March 28th, 2018
Black Magic Canyon in south central Idaho. Sad to say some of the formations are now showing signs of graffiti and vandalism. I wonder sometimes if it would have been better to not show any photographs of this unique and amazing place but for the most part - as usual, awareness wins that debate for obvious reasons.
I spent more time in a deeper section during this last trip and became aware of something I hadn't fully realized before. Although the dominant colors in the carved basalt are of course black, gloss black and gray, light reflected off adjacent rock reveals different color hues ranging from light blue, to tan and sometimes varying shades of purple. It would take a much better writer than I to adequately describe the color changes depending on the angles of reflected light in this canyon that is an exquisite example of art in nature.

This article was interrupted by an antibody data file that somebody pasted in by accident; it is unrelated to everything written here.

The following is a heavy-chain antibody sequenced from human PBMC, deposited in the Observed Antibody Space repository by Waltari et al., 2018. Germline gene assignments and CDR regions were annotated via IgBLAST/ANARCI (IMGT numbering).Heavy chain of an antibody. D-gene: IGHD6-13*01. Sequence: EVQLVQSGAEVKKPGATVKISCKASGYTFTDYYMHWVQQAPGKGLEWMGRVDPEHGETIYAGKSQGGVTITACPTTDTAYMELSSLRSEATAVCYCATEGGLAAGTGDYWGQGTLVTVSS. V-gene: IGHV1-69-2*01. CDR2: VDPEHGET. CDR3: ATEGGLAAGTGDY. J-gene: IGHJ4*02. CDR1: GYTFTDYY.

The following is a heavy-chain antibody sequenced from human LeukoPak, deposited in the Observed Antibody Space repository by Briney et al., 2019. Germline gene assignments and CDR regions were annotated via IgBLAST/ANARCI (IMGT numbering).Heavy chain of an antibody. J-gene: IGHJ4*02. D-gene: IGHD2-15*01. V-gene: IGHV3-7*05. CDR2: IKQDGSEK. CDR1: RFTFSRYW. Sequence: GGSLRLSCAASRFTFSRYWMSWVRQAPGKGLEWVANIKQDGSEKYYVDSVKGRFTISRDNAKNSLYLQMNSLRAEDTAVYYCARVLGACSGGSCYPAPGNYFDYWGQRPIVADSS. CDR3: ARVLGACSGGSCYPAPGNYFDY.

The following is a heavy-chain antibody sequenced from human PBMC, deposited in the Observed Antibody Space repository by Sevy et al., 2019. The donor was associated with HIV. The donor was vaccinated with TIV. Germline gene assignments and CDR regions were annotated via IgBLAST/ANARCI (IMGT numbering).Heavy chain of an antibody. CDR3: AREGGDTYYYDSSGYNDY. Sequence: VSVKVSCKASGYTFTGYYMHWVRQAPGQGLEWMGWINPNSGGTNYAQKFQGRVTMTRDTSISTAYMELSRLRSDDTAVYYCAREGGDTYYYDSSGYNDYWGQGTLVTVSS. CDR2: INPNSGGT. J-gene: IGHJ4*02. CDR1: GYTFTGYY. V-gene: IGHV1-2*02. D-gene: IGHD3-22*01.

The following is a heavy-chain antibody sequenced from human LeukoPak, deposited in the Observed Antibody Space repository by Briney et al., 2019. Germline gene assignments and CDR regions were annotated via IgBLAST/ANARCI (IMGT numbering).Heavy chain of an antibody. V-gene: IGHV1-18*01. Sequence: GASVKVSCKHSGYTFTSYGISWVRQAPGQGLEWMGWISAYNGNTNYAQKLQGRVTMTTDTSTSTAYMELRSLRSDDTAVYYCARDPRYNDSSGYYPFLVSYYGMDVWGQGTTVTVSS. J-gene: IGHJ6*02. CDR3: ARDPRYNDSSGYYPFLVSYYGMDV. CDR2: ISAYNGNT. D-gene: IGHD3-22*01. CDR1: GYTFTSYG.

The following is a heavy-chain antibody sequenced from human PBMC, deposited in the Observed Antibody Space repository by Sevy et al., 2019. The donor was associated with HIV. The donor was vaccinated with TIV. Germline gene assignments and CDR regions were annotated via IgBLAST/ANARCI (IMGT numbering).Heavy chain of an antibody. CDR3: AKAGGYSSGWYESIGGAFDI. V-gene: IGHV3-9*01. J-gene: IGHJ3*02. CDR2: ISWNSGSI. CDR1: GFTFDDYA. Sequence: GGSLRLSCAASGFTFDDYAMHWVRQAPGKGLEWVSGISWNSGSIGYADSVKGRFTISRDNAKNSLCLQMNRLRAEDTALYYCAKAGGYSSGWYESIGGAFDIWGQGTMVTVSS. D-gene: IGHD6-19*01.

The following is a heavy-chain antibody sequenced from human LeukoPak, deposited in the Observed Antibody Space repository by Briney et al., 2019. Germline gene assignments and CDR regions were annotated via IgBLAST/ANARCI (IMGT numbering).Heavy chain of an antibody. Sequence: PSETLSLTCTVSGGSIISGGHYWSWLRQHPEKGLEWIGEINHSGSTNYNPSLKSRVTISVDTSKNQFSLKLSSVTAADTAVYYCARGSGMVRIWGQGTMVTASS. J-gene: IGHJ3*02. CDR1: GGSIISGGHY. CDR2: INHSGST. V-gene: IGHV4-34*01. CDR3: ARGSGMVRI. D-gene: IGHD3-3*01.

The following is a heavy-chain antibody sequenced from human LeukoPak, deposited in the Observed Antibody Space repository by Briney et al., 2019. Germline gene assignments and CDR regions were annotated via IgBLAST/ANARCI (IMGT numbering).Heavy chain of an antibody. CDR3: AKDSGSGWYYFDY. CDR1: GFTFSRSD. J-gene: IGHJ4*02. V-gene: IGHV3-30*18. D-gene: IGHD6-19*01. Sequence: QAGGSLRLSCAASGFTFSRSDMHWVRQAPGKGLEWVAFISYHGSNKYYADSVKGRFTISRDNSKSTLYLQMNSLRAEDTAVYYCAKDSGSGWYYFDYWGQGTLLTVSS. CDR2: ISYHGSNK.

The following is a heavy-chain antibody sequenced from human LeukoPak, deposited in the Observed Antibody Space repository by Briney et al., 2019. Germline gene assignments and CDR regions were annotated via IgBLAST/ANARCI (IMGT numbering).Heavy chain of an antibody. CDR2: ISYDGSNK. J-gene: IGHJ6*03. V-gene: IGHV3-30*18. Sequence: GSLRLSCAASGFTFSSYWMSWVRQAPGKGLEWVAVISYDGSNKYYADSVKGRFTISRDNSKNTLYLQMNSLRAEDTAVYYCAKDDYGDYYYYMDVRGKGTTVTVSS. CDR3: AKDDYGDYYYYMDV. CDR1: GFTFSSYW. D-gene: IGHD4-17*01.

Over a period of about ten thousand years, the Big Wood River carved these sculpted forms in the hard basalt. So, someone in this time comes along and chisels their name and some verbal garbage - I would suggest not doing that.
Very Important information if you plan a visit: The water is now controlled by the Big Wood Canal Co. in Shoshone and the canyon is full during the irrigation season so early spring and fall are clearly the best times to visit. If you plan a visit you must call the canal company first. If you are in the canyon when they release water from the dam, it would be like a southwest flash flood in a slot canyon and there would no escaping. The number to call is 1-208-886-233.
March 28th, 2018
Montana, east, The famous wild horse, known as Cloud in the Pryor Mountains. This wild horse, given the name Cloud as a newborn colt by Ginger Kathrens when she did the PBS Nature series, has become kind of famous and his likeness is painted on the walls of buildings in the small towns beneath the Pryor Mountains. He was still an impressive and strong horse in 2012 when I made this image of him. He got very comfortable with my presence in a short time, which surprised me a little. I suspect the legend will live on for quite some time.